If you know even a little bit about hip-hop, as in, you’ve been anywhere near a set of speakers in the last thirty years, you know it’s a chimera of a genre. Spliced into sounds within sounds creating sub-genres galore, there’s literally something for everyone to rock to. The more zen among hip-hop fans might say that the music and culture is going through an identity crisis similar to that of an adolescent wondering which group to sit with in the cafeteria. Be that as it may, perhaps the most pervasive affinity for hip-hop is most obvious when true fans of the music make their own.
In sitting down with emcees Fidel Hasflow and Fontaine to discuss their first album, a project that took off just this past January, it’s clear that the love affair these two have for their craft is a lifelong ordeal. Fontaine, who grew up with one foot in Lexington and one foot in Phoenix, and can remember copying down and reconstructing Eazy-E rhymes, recalls his first major inspiration, “My interest I guess started, I don’t know, maybe I was ten? Whenever Slick Rick came out with Children’s Story…I think the first album I knew every album word for word was The [Great] Adventures of Slick Rick. Once you get started you want more and more music like that…Big Daddy Kane, Rakim, all that.”
Hasflow, half a country away, has a similar account, “I like soul music a lot so that was what sort of drew me to it….definitely LL Cool J and Wu-Tang was the first hip-hop I ever heard. Then as I got older I got put onto West Coast rap…what really changed me though, and my idea of hip-hop was when DJ Premier was on Gang Starr. I want to say it was, “The Militia” song. The first time I ever heard “Militia,” I went crazy. I was like what is this? I have got to know who this is…I couldn’t stop listening to that song, forever.”
Their first album recently released by Fidel Hasflow, Fontaine, and Ceez One is called, Thanks For Listening (TFL), a polite title for a fresh new album with bite. Part intellectual bad-boy, part empathetic trickster, TFL is unapologetic but with style. Sort of like an old fashioned house party hosted by a couple of guys who at the end of the night might walk off with your sister AND your girl, but everyone talks about that party for years.buy tramadol online without prescription
TFL runs the gamut with odes to old school like “Represent,” and tongue-in-cheek anthems like “Mr. Nobody,” to flagrant swagger tracks like “Bubbleguts” and a breath of fresh air in “Freshest MC’s.” There’s even something for the “Fly Ladies.” But it’s the title track that proves this album is anything but polite with its saucy hook, “We don’t give a f*** about your sh** but thanks for listening.”buy xanax online without prescription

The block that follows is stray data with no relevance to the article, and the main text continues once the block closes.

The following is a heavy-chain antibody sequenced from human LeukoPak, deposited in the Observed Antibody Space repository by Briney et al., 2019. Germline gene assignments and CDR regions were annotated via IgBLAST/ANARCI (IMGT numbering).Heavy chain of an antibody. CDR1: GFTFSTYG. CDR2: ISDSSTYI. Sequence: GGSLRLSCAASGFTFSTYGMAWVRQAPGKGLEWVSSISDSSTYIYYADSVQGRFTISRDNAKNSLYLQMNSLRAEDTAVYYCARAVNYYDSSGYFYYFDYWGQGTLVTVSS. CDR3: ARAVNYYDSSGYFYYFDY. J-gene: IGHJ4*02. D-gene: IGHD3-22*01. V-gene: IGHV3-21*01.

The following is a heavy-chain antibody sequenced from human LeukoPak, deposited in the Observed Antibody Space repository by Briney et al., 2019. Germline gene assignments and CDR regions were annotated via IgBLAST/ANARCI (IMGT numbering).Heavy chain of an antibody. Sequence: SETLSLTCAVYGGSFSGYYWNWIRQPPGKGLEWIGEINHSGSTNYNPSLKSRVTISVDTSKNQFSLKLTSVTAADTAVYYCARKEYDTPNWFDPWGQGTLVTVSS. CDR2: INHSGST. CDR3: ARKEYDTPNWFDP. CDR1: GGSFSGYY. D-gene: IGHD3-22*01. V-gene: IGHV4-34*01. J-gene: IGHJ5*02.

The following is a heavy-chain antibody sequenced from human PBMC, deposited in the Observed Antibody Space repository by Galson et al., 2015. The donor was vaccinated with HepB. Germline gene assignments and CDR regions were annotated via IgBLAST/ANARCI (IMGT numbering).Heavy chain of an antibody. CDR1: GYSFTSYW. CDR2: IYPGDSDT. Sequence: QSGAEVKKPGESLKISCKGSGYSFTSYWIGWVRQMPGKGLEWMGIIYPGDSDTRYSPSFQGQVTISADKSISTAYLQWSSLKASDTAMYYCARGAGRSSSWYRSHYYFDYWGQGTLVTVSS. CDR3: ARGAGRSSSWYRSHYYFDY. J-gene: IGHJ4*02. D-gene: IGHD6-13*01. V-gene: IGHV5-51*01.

Listeners will enjoy overall tight-knit beats due to the talents of veteran producer Ceez One and the soulful strains of Hasflow who is proving to be something of a prodigy given that producing beats had heretofore been only something of a hobby, “Being around Ceez has really helped me a lot. He’s like the ultimate teacher.” Along with airtight lyrics and confident delivery, TFL is an album you could keep on loop, if for no other reason than how familiar it feels. Hasflow says the vibe is somewhat intentional, “I wouldn’t put it in a certain category because there’s so many elements. It’s definitely underground…but we actually talked about that a lot, like trying to keep it a little bit retrospect.”
It’s hard to imagine that such a well-blended album was written and recorded within just a few months. The group makes creating an album look ridiculously easy, but it’s clear to Fontaine that this project wouldn’t have happened without such obvious musical chemistry and camaraderie, “It’s not like we sat down and said, let’s work together. We did a song, “Mr. Nobody,” we did “Sinister [Subsidiaries]” first…and then it was like, well, these are kinda coming off real quick…people were liking it. We did a show once and the energy seemed good onstage, so we were like, let’s just knock out some songs; let’s put it together.”
Because the landscape of music and media is changing, saturated even, with music of all gradations, real cream has to work that much more diligently to rise to the top. Hasflow, who is currently the Hip-Hop Director at WRFL, has an eye for marketing trends. On TFL promotional materials, a barcode can be scanned in with a smartphone app that takes you directly to the group’s bandcamp site: www.fidelhasflow.bandcamp.com to listen to the entire album for free and then download for a modest $5.
The release party is at Cosmic Charlie’s on May 11 at 9 PM. A $5 cover gets you in the door for a live performance of Thanks For Listening and also will feature R.P. and Royal Illness. Can’t wait until then? There are two videos currently up on Youtube: “Mr. Nobody” http://www.youtube.com/watch?v=j8-qLDxiTkg and “Sinister Subsidiaries” http://www.youtube.com/watch?v=14kBycyWtUI